Introducing Corey Dickerson, the Best MLB Hitter You've Never Heard Of

Scott Miller@@ScottMillerBblNational MLB ColumnistApril 20, 2015

David Zalubowski/AP Images

LOS ANGELES — So, what do we make of this kid Corey Dickerson?

"Amazing hitter," Dodgers catcher A.J. Ellis says. "There's nowhere to pitch him."

You know, Dickerson…left fielder…Colorado Rockies?

"I love that kid," one National League scout says. "His hand-eye coordination is incredible. And he's hitting lefties this year."

You know, the hitting freak who cleans his bats with rubbing alcohol every single day and then re-tapes the handles?

"Pretty OCD, isn't it?" Rockies hitting coach Blake Doyle says, grinning.

Meet McKenzie Corey Dickerson, who would have been in the thick of the National League batting race last season with just 24 more plate appearances (at 478, he just missed the 502 it takes to qualify). He's 25 (26 on May 22), and talk about a catch:

The offseason after his rookie ball year, he would pop by Wal-Mart or Sam's Club, purchase huge tubs of unpopped popcorn kernels and then take his girlfriend out in the backyard of their Mississippi home and have her pitch them while he swung a regular wood bat.

"She couldn't really throw 'em too good," Dickerson says. "She'd throw them behind me.

Jul 23, 2014; Denver, CO, USA; Colorado Rockies left fielder Corey Dickerson (6) during the third inning against the Washington Nationals at Coors Field. Mandatory Credit: Chris Humphreys-USA TODAY Sports
Chris Humphreys-USA TODAY Sports

"So she got fired. Plus, I think she was in the line of fire, with me hitting them back at her."

That girl, Beth Anne, is now Corey's wife.

I mean, really. How can you resist this guy?

Growing up in McComb, Mississippi, he used to hit berries with switches. And pingpong balls with broomsticks. His brother, Craig, three years older, would spin those pingpong balls like a whiffle ball, and he'd try hitting one of those with a broomstick.

Corey could. And, speaking of whiffle ball, yep. You knew that was coming, too.

"My brother and I used to make our own homemade pitching mound and have whiffle ball tournaments," Dickerson says. "We'd get clay from the woods and pack it in, build it up and then use a piece of plywood for the pitching rubber."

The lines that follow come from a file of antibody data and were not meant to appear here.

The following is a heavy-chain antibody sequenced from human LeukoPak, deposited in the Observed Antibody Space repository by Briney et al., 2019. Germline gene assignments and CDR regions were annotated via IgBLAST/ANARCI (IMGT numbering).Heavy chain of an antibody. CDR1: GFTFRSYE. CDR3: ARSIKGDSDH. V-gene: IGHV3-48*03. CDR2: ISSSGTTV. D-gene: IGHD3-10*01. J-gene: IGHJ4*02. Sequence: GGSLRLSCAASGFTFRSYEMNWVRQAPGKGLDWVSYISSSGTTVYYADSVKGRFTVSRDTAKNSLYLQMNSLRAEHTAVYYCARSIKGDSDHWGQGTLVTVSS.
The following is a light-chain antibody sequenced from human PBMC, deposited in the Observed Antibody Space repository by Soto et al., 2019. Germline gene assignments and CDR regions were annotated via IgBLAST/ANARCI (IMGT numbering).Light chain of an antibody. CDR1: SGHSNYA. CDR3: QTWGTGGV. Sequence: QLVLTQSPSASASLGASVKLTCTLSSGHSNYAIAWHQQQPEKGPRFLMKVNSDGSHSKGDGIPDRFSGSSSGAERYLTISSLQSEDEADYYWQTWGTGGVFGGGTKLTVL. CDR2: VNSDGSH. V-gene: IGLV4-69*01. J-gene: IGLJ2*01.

Who needs travel ball and pricey personal batting coaches with development like that?

His father, Tim, would shake his head, chuckle and tell Corey, "I can't believe you're doing that" when Corey would pick berries from the fence line around the family home, toss them into the air and smack them with a switch. Imagine, a kid developing his skills with healthy doses of creativity and determination.

By the time he was eight, Corey was playing up in age in the local Little League with nine- and 10-year olds. At 10, he was playing with 11- and 12-year olds.

"A couple of times, I deserved to make the All-Star team but I couldn't, because I was too young," he says.

Just like last year, when he would have finished fourth in the National League batting race, if he'd had a few more plate appearances.

One of these days, this guy is going to get his just rewards.

Jun 20, 2014; Denver, CO, USA; Colorado Rockies left fielder Corey Dickerson (6) is congratulated for two run home run by special assistant Vinny Castilla (9) in the sixth inning against the Milwaukee Brewers at Coors Field. The Brewers defeated the Rocki
Ron Chenoy-USA TODAY Sports

"When he was a call-up [in 2013], you could pitch away to him," the Dodgers' Ellis says. "Next thing you know, he's hitting opposite-field home runs at Dodger Stadium at night [when the cool air makes that more difficult]."

"It's amazing with his timing and his rhythm how he can hit balls out of the zone," says Doyle. "That hand-eye coordination. It's the same thing Hunter Pence does."

Indians manager Terry Francona says he's never seen someone swing harder than Dickerson. And yet, Doyle says, one of Dickerson's biggest attributes is his two-strike approach, the way he'll narrow his vision to a particular part of home plate and get "a little more direct to the ball" with his swing.

"I call it aggression under control," Doyle continues. "That makes him a very, very tough out."

The Rockies' eighth-round pick in the 2010 draft, Dickerson, who batted .312/.364/.567 with a team-leading 24 homers and 76 RBI last summer, was disappointed at the time. The Phillies, Mets, Cubs and even Rockies had indicated he could go in the second or third round.